Peninsula commuting todo list (obscenely long...)
I'm about to start commuting to Menlo Park from SF and decided it would be cool to hit a peninsula restaurant once a week. I scoured the Chowhound archives for tips, and came up with the following.
I focused on things that are discussed as superior on the peninsula (e.g., Persian, ramen, Indian), competitive to SF, or caught my eye as noteworthy. This todo list will probably take me a few years, but please let me know if there's anything worth adding or removing.
As of today's date, all the listed places are active businesses. Disclaimer: lots of places are closed on random days, but I still made a loose color coded map for closing time. Note also that I don't list anyplace south of Palo Alto.
BTW, I wish I'd thought of this before the Chow lists / Restaurant database died ...
==== FOOD EVENTS ====================
Edgewood Eats (Palo Alto, tuesday night, several food trucks
==== EUROPEAN BAKERY / DESSERTS =====
Romolo's Cannoli (San Mateo, Italian
==== ASIAN BAKERY / DESSERTS ==========
Bread Basket Bakery (Daly City; Filipino; Pan de Sal
)Anna's (San Mateo)
Sweet Breams (taiyaki, Japanese style soft-serve)
==== SANDWICHES ======================
Woodside Deli (Redwood City)
Cherimoya (Burlingame; banh mi)
La Casita Chilanga (Redwood City, tortas)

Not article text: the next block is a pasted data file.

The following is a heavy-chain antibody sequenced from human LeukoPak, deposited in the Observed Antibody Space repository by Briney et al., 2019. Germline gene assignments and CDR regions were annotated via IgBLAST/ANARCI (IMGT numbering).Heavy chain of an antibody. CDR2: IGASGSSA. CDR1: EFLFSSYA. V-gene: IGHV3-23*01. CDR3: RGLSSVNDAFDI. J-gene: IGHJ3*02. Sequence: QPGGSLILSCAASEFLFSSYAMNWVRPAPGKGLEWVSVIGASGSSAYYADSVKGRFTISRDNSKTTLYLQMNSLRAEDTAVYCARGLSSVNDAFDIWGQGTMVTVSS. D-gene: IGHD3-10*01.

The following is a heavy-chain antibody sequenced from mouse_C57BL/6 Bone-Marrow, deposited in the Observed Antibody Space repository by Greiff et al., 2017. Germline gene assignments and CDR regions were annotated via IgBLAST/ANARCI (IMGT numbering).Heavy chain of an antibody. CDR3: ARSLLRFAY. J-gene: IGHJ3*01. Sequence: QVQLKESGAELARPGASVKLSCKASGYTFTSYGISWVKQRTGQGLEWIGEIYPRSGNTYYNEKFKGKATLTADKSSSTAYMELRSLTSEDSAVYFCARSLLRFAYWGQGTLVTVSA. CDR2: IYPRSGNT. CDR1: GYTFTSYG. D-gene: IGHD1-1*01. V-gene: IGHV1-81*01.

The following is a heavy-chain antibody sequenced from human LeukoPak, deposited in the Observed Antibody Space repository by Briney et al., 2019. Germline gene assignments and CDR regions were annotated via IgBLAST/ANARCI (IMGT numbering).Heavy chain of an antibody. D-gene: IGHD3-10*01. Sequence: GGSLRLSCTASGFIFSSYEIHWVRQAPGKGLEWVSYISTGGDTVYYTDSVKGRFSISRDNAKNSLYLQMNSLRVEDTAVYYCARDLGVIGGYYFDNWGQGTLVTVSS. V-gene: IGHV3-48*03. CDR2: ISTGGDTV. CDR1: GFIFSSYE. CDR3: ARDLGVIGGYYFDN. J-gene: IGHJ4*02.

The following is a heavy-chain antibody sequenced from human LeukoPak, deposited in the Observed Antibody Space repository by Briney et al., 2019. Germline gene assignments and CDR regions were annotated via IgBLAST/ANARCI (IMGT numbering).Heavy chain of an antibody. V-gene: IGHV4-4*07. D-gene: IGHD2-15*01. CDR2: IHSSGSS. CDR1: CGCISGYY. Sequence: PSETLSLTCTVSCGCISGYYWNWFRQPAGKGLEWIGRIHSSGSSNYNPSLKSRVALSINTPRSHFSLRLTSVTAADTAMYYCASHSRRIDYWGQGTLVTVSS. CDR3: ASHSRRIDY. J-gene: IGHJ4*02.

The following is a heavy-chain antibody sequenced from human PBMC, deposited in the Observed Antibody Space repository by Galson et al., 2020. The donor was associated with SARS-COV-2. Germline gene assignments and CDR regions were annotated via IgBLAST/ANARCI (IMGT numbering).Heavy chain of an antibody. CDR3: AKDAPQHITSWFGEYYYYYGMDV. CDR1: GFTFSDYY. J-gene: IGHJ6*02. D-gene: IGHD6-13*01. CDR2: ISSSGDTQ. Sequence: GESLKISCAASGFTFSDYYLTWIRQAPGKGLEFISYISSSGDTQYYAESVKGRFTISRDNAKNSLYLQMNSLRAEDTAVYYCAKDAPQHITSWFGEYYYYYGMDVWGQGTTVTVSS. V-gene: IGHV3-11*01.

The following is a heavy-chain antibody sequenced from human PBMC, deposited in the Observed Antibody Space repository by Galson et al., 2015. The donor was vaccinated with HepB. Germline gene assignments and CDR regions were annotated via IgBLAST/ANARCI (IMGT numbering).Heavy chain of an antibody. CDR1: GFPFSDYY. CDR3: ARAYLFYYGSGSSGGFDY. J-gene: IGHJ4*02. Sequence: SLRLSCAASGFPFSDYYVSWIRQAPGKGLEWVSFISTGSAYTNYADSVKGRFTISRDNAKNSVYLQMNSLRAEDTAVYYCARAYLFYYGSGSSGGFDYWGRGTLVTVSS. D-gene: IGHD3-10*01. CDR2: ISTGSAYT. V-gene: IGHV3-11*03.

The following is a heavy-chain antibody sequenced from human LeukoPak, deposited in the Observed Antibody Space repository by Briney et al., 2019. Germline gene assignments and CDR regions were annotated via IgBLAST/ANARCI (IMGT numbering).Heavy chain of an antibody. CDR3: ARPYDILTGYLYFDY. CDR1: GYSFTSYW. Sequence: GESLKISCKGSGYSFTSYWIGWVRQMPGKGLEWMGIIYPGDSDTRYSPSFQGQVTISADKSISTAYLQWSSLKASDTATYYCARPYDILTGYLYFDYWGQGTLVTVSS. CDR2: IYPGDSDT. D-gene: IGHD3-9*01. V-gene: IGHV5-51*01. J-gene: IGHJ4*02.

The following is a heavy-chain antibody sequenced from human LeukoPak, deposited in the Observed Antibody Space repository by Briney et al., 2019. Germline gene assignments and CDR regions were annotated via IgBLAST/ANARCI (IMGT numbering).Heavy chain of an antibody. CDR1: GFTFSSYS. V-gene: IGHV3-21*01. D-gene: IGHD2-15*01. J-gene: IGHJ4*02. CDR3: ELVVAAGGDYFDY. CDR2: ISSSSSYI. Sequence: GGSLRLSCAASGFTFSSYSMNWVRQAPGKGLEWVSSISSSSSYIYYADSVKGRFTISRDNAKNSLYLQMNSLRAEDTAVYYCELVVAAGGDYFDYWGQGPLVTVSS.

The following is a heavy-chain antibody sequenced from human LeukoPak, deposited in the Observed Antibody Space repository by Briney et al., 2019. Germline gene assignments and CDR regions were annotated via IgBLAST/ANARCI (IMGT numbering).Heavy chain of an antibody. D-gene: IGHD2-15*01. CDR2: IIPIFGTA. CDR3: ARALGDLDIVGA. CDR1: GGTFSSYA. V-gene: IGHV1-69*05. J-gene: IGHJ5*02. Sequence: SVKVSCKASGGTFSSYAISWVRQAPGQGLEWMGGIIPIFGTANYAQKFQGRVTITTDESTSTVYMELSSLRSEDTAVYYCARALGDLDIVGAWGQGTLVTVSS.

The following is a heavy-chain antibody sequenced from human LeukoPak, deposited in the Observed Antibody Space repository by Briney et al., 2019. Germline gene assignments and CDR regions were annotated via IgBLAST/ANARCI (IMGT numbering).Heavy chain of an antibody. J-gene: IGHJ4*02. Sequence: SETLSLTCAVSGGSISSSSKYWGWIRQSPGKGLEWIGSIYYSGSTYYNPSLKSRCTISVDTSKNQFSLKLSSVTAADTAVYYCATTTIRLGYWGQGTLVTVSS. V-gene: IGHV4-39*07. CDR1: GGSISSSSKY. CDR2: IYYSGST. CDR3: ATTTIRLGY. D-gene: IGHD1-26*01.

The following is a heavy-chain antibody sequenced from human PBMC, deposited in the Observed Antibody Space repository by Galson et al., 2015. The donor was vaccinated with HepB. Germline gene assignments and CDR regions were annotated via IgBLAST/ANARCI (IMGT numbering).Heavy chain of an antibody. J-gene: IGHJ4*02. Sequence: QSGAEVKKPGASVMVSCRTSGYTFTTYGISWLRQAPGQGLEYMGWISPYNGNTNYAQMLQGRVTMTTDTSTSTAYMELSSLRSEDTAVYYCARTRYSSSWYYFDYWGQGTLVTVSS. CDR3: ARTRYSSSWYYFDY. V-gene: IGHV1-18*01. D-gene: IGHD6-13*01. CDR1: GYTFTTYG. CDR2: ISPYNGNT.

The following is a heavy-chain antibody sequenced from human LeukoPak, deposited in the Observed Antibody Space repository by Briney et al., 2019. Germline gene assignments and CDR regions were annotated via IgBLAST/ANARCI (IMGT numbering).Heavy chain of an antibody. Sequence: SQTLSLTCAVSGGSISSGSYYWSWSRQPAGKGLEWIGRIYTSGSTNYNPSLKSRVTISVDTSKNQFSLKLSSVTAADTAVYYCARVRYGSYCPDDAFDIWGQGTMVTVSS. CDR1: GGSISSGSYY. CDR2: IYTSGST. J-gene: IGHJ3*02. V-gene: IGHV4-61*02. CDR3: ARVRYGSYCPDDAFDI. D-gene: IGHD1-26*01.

==== SEAFOOD =========================
Cooks Seafood (Menlo Park)
Old port Lobster Shack (Redwood city, New England seafood)
==== AMERICAN / PUB ====================
Spederia Pizzaria (San Carlos; NY style pizza)
Rave Burger (San Mateo; buffalo burger)
Creola (San Carlos; New Orleans)
Marvin Gardens (San Carlos; burger and especially fries)
Old port Lobster Shack (Redwood City; New England seafood)
Martin's West (Redwood City; British food, gastropub)
City Pub (Redwood City, burger)
The Refuge (San Carlos; pastrami)
Village Pub (Woodside)
Jack's Prime (San Mateo)
In-N-Out Burger (multiple locations)
==== CALIFORNIA /EUROPEAN ==============
Flea Street Cafe (Menlo Park; California)
Copenhagen Bakery (Burlingame; Danish)
Cafe Grillades (San Bruno; crepes)
Cuisinett (San Carlos; French)
Gourmet Haus (Redwood City; German)
Donato Enoteca (Redwood City, Northern Italian)
Osterio Coppa (San Mateo, Northern Italian)
Evvia (Palo Alto; Greek, lamb chops)
Zibbibo (Palo Alto; pan-Mediterranean)
Iberia (Menlo Park; Spanish; tapas)
==== LATINO ===========================
La Cumbre (San Mateo)
El Metate Taqueria (San Carlos)
Taqueria Gonzalez (Redwood City; birria goat stew & menudo)
Chavez (Redwood city; al pastor)
Taqueria El Grullense (Redwood city; carnitas, adobada, tongue tacos)
Tacos El Grullense E&E (Redwood city; lengua and tripitas burritos and carnitas tacos)
La Casita Chilanga (Redwood City, tortas)
Mihoacan Market (Menlo park; roast chicken)